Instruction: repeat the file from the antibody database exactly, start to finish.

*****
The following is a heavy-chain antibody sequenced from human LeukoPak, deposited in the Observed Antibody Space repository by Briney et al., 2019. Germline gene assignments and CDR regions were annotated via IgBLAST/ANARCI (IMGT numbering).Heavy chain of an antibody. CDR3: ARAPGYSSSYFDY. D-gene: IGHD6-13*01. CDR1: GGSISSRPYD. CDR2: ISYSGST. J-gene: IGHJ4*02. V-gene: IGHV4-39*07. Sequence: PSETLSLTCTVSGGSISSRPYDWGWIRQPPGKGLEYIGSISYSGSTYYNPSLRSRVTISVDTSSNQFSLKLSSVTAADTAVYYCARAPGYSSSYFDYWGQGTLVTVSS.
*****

The following is a heavy-chain antibody sequenced from human LeukoPak, deposited in the Observed Antibody Space repository by Briney et al., 2019. Germline gene assignments and CDR regions were annotated via IgBLAST/ANARCI (IMGT numbering).Heavy chain of an antibody. CDR3: ARAPGYSSSYFDY. D-gene: IGHD6-13*01. CDR1: GGSISSRPYD. CDR2: ISYSGST. J-gene: IGHJ4*02. V-gene: IGHV4-39*07. Sequence: PSETLSLTCTVSGGSISSRPYDWGWIRQPPGKGLEYIGSISYSGSTYYNPSLRSRVTISVDTSSNQFSLKLSSVTAADTAVYYCARAPGYSSSYFDYWGQGTLVTVSS.